The week-long OSCE fact-finding mission on Karabakh ended February 6, leaving both Armenia and Azerbaijan impatiently waiting for the final report. Ten experts from Finland, Italy, Sweden, and Germany, as well as the co-chairs of the OSCE’s Minsk group from Russia, France, and the United States, have visited Karabakh and seven other occupied regions of Azerbaijan to check the Azerbaijani claims that Armenian families are being settled there in line with a governmental program. If proved, this constitutes a violation of the 1949 Geneva Convention, which prohibits the settlement of occupied territories with the aim of changing their demographics balance (APA News Agency, February 8).
The monitoring mission was the compromise outcome of an Azerbaijani diplomatic initiative launched at the end of the last year at the United Nations General Assembly. At that time, Azerbaijan Foreign Minister Elmar Mammadyarov asked for consideration of the draft resolution, “On the Situation in the Occupied Territories of Azerbaijan.” The motion was postponed after agreement was reached to launch the fact-finding mission to the region.
Prior to the trip to Karabakh, the monitors visited the Azerbaijani Foreign Ministry, where they were presented with various documents and video materials confirming the settlement of Armenian families in the occupied territories. According to the Russian co-chair of the OSCE Minsk group, Yuri Merzlyakov, the monitoring group was even presented with “satellite photos” (Echo, February 9.) Within a one-week period, the expert group, led by German diplomat Emily Margaret Haber, head of the German Foreign Ministry’s OSCE department, visited Jabrail, Fizuli, Agdam, Zangelan, Lachin, Shusha, and Khankendi. The group talked to the local population, visited homes, and chatted with villagers met in the streets. The Armenian newspaper Azg reported that the monitors were visiting every home where there was “smoke coming out of the chimney.” Regnum Information Agency added that the monitors also searched new buildings in the village of Maraga (February 3). Although the group was very tight-lipped about giving information to media outlets, due to the technical nature of the mission, political analysts in both countries continued to actively discuss the possible findings by the international monitors and the implications of these findings. Haber herself announced that the final report would be ready in one or two months.
Azerbaijani Deputy Foreign Minister Araz Azimov, speaking to journalists on February 9, expressed confidence that the facts submitted to the mission by the Azerbaijani side would be confirmed. “In particular, the materials from open and other sources on settlement in the occupied territories of 20,000-23,000 people were submitted to the mission. But even if the mission revealed at least half or one-third of the figure, it confirms the fact of illegal settlement,” Azimov said (Turan News Agency, February 9). Tofik Zulfugarov, former minister of foreign affairs of Azerbaijan, although less optimistic, said, “At this moment, we do not have any reasons to assume that the report will be biased. I hope that there are objective persons in the mission who will give the appropriate evaluation of the situation” (Echo, February 10).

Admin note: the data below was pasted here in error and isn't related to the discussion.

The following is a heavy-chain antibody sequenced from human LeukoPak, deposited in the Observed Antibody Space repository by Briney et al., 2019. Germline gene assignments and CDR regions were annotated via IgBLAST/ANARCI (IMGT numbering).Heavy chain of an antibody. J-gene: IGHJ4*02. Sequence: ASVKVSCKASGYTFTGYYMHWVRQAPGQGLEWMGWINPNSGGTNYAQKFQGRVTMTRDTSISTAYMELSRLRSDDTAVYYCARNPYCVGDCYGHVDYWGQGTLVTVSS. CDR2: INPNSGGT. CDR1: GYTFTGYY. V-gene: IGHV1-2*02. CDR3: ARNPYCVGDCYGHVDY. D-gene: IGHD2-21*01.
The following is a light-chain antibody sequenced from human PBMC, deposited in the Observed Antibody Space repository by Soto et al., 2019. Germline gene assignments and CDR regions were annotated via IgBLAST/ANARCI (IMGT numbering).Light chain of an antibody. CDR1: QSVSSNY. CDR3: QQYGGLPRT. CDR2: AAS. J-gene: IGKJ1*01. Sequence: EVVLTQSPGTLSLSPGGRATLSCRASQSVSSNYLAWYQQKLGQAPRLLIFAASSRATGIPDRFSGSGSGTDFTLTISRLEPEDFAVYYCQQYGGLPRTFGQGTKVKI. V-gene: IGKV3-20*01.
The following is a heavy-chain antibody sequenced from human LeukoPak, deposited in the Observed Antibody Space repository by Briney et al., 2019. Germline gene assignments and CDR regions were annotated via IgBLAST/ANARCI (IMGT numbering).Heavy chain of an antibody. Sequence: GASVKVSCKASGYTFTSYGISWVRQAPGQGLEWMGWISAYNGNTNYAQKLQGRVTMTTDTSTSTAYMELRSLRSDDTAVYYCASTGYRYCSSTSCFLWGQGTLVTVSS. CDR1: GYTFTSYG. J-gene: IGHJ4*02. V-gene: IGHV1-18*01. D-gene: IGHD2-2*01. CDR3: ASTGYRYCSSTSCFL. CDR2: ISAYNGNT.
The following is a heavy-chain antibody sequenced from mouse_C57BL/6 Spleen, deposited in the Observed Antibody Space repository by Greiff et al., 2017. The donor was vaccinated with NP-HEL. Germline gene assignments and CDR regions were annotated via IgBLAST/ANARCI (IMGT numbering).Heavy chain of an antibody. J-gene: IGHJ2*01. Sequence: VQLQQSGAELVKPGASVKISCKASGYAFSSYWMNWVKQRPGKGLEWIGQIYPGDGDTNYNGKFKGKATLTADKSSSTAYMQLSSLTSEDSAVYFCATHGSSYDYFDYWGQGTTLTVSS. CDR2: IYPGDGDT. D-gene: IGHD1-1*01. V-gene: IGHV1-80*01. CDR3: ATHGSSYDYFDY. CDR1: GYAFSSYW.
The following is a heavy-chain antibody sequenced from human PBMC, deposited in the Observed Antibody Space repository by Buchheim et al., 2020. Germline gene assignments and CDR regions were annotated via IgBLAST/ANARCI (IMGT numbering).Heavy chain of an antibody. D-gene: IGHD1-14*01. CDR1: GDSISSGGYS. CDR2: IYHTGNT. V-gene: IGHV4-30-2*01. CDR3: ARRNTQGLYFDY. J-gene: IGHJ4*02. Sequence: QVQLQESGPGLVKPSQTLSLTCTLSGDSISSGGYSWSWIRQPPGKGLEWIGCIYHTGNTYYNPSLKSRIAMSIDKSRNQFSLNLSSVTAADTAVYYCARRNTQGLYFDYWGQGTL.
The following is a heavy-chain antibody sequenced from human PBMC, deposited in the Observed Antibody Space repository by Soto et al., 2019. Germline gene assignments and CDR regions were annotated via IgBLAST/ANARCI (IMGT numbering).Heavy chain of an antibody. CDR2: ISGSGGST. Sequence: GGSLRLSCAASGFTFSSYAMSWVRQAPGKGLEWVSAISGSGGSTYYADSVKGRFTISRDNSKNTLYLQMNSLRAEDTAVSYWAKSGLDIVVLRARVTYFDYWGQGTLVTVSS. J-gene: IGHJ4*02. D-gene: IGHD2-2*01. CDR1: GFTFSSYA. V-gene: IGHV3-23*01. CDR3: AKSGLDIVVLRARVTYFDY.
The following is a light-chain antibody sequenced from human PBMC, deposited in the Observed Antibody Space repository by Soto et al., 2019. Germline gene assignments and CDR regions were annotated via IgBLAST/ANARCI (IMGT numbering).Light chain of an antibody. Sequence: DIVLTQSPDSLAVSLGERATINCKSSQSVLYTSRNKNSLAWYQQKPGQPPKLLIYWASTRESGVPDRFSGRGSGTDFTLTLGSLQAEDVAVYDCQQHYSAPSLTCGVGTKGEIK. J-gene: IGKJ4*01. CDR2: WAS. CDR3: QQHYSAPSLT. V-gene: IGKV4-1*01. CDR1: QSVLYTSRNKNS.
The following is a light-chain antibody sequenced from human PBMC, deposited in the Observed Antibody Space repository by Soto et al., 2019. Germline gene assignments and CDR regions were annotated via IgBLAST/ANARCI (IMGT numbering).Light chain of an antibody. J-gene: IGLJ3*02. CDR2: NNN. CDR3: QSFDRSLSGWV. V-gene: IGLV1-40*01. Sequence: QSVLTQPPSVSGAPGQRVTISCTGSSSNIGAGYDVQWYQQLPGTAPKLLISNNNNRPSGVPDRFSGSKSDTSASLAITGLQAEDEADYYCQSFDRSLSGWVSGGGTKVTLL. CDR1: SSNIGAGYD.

Armenian Foreign Minister Vardan Oskanian, meanwhile, preferred to wait until the report is presented and then talk about its consequences (Regnum, February 9). Others in Armenia attempted to downplay the presence of Armenian settlers in the occupied territories, referring to them as “refugees from Azerbaijan.” At the same time, some political forces in the country have expressed pessimism over the possible outcome of the fact-finding mission. ARMINFO reported that a statement from the political council of the Armenian political party Hanrapetutyun said that UN involvement would have unfavorable consequences for Armenia.
Whether the report will be fair or unfair to one or another side is not that important at this moment. What is more crucial is whether there will be any concrete changes in the deadlocked peace process over the Karabakh conflict after the mission’s report is presented. Vafa Guluzadeh, an influential foreign policy expert in Baku, is skeptical about this. “This mission’s work is like a smokescreen created by the Minsk group to imitate positive activity. In reality, the monitoring does not solve anything. In its basis, the co-chairs cannot make any decisions. That is why this monitoring is nothing more than PR.” Another expert on conflicts, Elkhan Mehtiyev, doubted that the fact-finding mission will “reflect the truth, as expected by the Azerbaijani side” (Yeni Musavat, February 10).
The independent daily Zerkalo, however, quoted Azimov as saying that the fact-finding mission achieved two results. It “slowed down further settlement of the occupied territories by Armenian families and showed Azerbaijan’s warning that it would never agree with the occupation of its territories” (Zerkalo, February 9).